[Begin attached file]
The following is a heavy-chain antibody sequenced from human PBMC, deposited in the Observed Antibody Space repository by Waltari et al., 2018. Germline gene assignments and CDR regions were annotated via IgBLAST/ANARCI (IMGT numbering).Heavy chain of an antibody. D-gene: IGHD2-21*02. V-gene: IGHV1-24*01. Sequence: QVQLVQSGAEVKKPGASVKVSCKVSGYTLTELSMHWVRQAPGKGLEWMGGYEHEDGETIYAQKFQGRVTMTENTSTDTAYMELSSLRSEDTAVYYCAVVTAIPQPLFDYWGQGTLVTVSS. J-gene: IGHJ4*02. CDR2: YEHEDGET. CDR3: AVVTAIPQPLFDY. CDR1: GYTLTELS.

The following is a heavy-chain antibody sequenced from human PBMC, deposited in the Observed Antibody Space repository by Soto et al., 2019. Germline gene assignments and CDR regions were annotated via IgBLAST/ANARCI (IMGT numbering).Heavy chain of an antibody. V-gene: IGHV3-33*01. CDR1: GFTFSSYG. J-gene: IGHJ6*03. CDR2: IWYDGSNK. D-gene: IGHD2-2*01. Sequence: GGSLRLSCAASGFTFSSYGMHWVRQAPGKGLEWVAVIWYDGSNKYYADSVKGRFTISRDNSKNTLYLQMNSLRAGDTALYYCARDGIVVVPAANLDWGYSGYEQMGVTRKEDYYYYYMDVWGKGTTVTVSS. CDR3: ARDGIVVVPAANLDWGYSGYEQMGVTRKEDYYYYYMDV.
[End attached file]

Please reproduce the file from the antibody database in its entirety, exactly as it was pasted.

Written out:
The following is a heavy-chain antibody sequenced from human PBMC, deposited in the Observed Antibody Space repository by Waltari et al., 2018. Germline gene assignments and CDR regions were annotated via IgBLAST/ANARCI (IMGT numbering).Heavy chain of an antibody. D-gene: IGHD2-21*02. V-gene: IGHV1-24*01. Sequence: QVQLVQSGAEVKKPGASVKVSCKVSGYTLTELSMHWVRQAPGKGLEWMGGYEHEDGETIYAQKFQGRVTMTENTSTDTAYMELSSLRSEDTAVYYCAVVTAIPQPLFDYWGQGTLVTVSS. J-gene: IGHJ4*02. CDR2: YEHEDGET. CDR3: AVVTAIPQPLFDY. CDR1: GYTLTELS.

The following is a heavy-chain antibody sequenced from human PBMC, deposited in the Observed Antibody Space repository by Soto et al., 2019. Germline gene assignments and CDR regions were annotated via IgBLAST/ANARCI (IMGT numbering).Heavy chain of an antibody. V-gene: IGHV3-33*01. CDR1: GFTFSSYG. J-gene: IGHJ6*03. CDR2: IWYDGSNK. D-gene: IGHD2-2*01. Sequence: GGSLRLSCAASGFTFSSYGMHWVRQAPGKGLEWVAVIWYDGSNKYYADSVKGRFTISRDNSKNTLYLQMNSLRAGDTALYYCARDGIVVVPAANLDWGYSGYEQMGVTRKEDYYYYYMDVWGKGTTVTVSS. CDR3: ARDGIVVVPAANLDWGYSGYEQMGVTRKEDYYYYYMDV.